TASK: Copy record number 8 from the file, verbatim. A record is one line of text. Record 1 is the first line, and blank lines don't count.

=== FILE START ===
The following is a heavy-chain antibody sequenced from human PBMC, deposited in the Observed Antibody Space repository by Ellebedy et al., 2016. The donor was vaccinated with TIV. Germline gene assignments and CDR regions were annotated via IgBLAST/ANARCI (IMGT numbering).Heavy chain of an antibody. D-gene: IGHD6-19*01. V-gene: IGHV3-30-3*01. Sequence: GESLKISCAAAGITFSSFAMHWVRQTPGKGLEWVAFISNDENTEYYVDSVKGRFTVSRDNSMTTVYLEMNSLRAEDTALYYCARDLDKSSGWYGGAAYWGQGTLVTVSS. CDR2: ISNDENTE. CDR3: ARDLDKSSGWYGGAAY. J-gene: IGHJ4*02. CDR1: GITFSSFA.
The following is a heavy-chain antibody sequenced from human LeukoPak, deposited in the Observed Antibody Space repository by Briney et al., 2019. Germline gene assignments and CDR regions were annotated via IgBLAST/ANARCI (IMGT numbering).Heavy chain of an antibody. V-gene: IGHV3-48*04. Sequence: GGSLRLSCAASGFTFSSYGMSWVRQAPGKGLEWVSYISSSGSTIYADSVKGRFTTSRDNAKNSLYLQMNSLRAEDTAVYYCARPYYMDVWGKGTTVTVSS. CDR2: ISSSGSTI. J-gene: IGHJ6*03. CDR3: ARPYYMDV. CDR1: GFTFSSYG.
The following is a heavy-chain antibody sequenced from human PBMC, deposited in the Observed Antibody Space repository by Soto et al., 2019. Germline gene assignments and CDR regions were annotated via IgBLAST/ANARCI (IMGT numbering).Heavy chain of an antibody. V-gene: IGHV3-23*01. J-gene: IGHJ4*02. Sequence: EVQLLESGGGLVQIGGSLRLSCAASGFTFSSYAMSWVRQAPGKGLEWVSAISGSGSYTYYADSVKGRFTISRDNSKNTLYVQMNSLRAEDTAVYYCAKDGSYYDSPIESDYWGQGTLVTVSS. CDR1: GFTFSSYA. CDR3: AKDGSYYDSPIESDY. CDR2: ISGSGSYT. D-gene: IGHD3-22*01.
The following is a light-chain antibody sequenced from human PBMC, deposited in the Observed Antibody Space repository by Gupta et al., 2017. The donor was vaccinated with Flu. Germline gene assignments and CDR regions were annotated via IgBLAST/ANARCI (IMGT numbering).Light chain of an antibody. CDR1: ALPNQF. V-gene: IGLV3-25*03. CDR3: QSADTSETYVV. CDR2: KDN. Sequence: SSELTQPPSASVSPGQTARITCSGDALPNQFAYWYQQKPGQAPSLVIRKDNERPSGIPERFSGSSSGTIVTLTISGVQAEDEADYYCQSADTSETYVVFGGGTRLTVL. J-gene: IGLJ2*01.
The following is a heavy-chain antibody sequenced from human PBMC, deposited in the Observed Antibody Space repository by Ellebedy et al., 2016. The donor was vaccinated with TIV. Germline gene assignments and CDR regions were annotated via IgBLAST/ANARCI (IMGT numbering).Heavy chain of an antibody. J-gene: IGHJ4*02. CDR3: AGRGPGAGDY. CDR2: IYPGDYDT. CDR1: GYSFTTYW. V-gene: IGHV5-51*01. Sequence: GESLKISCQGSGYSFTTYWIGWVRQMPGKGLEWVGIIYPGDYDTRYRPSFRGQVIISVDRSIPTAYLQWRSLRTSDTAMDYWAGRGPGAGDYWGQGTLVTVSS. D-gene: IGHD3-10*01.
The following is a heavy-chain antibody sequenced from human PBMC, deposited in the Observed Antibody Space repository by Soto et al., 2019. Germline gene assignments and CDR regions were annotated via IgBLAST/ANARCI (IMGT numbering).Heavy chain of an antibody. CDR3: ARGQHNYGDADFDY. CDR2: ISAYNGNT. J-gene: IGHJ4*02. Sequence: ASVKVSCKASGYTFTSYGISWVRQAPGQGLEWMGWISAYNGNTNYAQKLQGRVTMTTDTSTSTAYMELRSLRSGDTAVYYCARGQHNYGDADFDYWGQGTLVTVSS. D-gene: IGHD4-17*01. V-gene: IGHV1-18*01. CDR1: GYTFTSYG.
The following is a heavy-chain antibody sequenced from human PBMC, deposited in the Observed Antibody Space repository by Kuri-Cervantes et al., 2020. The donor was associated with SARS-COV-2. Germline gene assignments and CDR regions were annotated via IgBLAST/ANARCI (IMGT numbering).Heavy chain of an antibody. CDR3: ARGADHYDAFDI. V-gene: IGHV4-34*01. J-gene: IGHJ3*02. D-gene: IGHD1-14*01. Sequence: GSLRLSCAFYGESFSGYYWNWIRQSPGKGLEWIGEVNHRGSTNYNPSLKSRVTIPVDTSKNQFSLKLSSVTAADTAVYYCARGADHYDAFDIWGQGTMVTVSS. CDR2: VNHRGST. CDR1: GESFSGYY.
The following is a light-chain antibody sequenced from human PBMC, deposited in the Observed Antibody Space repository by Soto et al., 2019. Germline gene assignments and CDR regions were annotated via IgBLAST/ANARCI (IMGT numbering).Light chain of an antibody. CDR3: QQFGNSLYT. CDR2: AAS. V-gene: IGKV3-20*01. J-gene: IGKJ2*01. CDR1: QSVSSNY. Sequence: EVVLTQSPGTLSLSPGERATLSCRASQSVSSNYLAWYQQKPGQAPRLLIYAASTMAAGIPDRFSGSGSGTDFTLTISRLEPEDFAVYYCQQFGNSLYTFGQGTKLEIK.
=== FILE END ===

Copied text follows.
The following is a light-chain antibody sequenced from human PBMC, deposited in the Observed Antibody Space repository by Soto et al., 2019. Germline gene assignments and CDR regions were annotated via IgBLAST/ANARCI (IMGT numbering).Light chain of an antibody. CDR3: QQFGNSLYT. CDR2: AAS. V-gene: IGKV3-20*01. J-gene: IGKJ2*01. CDR1: QSVSSNY. Sequence: EVVLTQSPGTLSLSPGERATLSCRASQSVSSNYLAWYQQKPGQAPRLLIYAASTMAAGIPDRFSGSGSGTDFTLTISRLEPEDFAVYYCQQFGNSLYTFGQGTKLEIK.